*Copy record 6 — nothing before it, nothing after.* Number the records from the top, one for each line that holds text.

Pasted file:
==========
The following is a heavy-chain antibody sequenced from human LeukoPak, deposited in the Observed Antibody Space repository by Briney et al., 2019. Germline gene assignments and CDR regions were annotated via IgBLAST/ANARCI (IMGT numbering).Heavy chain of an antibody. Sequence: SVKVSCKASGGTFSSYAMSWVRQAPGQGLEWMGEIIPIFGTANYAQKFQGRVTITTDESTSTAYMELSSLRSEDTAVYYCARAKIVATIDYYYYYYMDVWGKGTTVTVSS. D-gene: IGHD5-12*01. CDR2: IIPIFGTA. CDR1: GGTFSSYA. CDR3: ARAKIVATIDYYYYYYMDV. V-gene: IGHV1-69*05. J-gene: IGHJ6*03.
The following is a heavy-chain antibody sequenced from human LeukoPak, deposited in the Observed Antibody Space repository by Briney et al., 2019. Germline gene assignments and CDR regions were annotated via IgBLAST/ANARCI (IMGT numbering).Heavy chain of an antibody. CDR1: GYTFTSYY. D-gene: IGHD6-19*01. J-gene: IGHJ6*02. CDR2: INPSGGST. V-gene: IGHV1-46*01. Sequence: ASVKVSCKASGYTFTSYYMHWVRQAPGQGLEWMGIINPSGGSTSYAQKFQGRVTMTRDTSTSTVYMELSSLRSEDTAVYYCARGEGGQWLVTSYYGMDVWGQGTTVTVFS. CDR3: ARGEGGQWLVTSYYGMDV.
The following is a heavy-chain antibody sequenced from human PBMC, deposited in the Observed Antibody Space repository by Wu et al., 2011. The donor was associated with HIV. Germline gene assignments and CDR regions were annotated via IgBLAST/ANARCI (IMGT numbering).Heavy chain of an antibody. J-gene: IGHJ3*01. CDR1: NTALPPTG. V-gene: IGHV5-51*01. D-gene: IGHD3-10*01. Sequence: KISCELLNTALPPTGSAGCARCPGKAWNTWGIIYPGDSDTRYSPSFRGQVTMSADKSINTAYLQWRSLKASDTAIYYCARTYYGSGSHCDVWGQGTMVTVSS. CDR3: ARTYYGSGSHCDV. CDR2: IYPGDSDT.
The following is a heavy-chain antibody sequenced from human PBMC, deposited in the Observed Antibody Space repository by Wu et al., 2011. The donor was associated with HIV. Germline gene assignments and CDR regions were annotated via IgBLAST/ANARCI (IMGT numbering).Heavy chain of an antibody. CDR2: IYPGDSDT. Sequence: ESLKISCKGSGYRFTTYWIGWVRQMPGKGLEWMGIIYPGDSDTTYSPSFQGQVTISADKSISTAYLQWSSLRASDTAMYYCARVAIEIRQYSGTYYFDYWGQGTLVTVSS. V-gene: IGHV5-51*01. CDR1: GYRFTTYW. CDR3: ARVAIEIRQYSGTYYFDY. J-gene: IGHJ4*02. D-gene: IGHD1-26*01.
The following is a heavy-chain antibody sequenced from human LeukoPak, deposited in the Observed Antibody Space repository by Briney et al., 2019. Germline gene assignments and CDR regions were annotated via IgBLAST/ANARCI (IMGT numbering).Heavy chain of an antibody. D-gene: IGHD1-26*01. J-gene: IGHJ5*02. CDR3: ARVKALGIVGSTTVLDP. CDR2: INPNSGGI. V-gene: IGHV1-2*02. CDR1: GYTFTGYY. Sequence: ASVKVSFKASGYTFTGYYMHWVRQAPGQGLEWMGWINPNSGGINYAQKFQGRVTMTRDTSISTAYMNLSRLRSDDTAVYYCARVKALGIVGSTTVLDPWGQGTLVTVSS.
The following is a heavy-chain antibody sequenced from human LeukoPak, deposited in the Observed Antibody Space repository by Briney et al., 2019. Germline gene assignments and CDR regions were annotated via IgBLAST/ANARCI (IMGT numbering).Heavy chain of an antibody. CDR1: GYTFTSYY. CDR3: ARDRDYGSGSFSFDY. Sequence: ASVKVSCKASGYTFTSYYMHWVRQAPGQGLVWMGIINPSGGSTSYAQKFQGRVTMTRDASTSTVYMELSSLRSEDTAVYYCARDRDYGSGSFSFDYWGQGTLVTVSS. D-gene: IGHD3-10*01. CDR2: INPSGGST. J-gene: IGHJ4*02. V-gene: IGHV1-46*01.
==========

The following is a heavy-chain antibody sequenced from human LeukoPak, deposited in the Observed Antibody Space repository by Briney et al., 2019. Germline gene assignments and CDR regions were annotated via IgBLAST/ANARCI (IMGT numbering).Heavy chain of an antibody. CDR1: GYTFTSYY. CDR3: ARDRDYGSGSFSFDY. Sequence: ASVKVSCKASGYTFTSYYMHWVRQAPGQGLVWMGIINPSGGSTSYAQKFQGRVTMTRDASTSTVYMELSSLRSEDTAVYYCARDRDYGSGSFSFDYWGQGTLVTVSS. D-gene: IGHD3-10*01. CDR2: INPSGGST. J-gene: IGHJ4*02. V-gene: IGHV1-46*01.